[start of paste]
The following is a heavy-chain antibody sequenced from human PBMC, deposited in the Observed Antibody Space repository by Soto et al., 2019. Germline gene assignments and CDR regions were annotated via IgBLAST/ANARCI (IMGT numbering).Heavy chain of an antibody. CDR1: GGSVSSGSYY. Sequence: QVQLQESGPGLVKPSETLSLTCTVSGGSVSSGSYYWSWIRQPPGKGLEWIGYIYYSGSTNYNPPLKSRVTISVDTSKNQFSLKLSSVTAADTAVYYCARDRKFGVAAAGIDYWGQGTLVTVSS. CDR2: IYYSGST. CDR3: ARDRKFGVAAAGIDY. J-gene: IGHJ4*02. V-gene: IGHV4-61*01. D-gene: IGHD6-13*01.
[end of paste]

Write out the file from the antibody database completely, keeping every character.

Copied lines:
The following is a heavy-chain antibody sequenced from human PBMC, deposited in the Observed Antibody Space repository by Soto et al., 2019. Germline gene assignments and CDR regions were annotated via IgBLAST/ANARCI (IMGT numbering).Heavy chain of an antibody. CDR1: GGSVSSGSYY. Sequence: QVQLQESGPGLVKPSETLSLTCTVSGGSVSSGSYYWSWIRQPPGKGLEWIGYIYYSGSTNYNPPLKSRVTISVDTSKNQFSLKLSSVTAADTAVYYCARDRKFGVAAAGIDYWGQGTLVTVSS. CDR2: IYYSGST. CDR3: ARDRKFGVAAAGIDY. J-gene: IGHJ4*02. V-gene: IGHV4-61*01. D-gene: IGHD6-13*01.